Charisma Caucus

Religious Freedom Bill Heads to President's Desk

President Barack Obama
President Barack Obama has received a bipartisan bill that better equips the Department of State to combat religious persecution around the globe. (Reuters photo)

The U.S. House of Representatives passed and sent to the president's desk for his signature on Tuesday the Frank R. Wolf International Religious Freedom Act. 

The bipartisan bill, authored by Rep. Chris Smith (R-N.J.) and co-sponsored by Rep. Anna Eshoo (D-Calif.) is meant to provide the federal government, particularly the Department of State, with new tools, resources and training to help counter extremism and the growing persecution of religious minorities globally. The bill is named in honor of former Rep. Frank Wolf (R-Va.), who authored the International Religious Freedom Act in 1998.

"Congressman Frank Wolf [was] a tireless champion for the rights of the poor and the persecuted globally," Smith, who chairs the Global Human Rights Subcommittee, said. "18 years ago, he had the foresight to make advancing the right to religious freedom a high U.S. foreign policy priority. It is largely because of his efforts that religious freedom is taken seriously as a foreign policy issue. I had the distinct honor and pleasure of working with him for over thirty years. This bill is a fitting tribute to his work and service to our great nation."

The new legislation expands on Wolf's in these ways:

  • Creates a "designated persons list" for individuals who commit egregious violations of religious freedom
  • Creates a comprehensive religious prisoners list—persons who are detained, imprisoned, tortured and subject to forced remission of faith.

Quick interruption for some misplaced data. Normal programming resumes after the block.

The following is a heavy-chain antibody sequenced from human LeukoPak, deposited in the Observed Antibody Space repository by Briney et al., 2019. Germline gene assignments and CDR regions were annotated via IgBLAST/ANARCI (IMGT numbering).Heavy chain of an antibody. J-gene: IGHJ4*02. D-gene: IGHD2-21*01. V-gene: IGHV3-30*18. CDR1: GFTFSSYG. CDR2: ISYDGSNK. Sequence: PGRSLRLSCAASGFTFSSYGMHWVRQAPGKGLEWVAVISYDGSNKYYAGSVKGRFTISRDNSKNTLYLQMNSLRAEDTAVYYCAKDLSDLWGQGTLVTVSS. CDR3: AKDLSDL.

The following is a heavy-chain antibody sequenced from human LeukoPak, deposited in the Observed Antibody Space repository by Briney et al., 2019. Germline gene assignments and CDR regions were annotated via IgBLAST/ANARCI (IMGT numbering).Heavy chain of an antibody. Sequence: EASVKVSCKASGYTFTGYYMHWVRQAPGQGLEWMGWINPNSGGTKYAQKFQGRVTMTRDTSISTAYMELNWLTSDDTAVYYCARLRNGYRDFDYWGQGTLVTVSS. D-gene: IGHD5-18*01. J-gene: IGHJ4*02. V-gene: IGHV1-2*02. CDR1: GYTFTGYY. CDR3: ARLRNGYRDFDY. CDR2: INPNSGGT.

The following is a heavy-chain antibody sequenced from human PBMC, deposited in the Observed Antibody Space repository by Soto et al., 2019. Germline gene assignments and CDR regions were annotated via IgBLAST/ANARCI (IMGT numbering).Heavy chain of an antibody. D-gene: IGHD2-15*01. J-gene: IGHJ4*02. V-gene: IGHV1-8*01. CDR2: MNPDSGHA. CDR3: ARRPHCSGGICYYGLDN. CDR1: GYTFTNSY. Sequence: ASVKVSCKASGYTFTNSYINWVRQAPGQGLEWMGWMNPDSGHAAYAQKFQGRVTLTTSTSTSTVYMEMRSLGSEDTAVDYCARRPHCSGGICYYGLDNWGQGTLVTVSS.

• Integrates religious freedom into every aspect of U.S. foreign policy
  • Strengthens the special adviser for religious freedom at the National Security Council
  • Requires international religious freedom training for all foreign service officers
  • Requires that the ambassador-at-large for international religious freedom report directly to the secretary of state
  • Elevates the position of the ambassador within the federal government
  • Creates an "entity of particular concern" designation for non-state actors like terrorist groups
  • Requires more frequent presidential actions to counter severe religious freedom violations globally
  • Creates a "special watch list"—two-tier system at state (CPC countries/special watch list)
  • Sets congressional expectations for staffing of the IRF office and expansion of religious freedom program grants

"From China and Vietnam to Syria and Nigeria, we are witnessing a tragic, global crisis in religious persecution, violence and terrorism, with dire consequences for religious believers and for U.S. national security," Smith said. "Ancient Christian communities in Iraq and Syria are on the verge of extinction and other religious minorities in the Middle East face a constant assault from the so-called Islamic State of Iraq and Syria.

"The freedom to practice a religion without persecution is a precious right for everyone, of whatever race, sex or location on earth. This human right is enshrined in our own founding documents, in the Universal Declaration of Human Rights and has been a bedrock principle of open and democratic societies for centuries."

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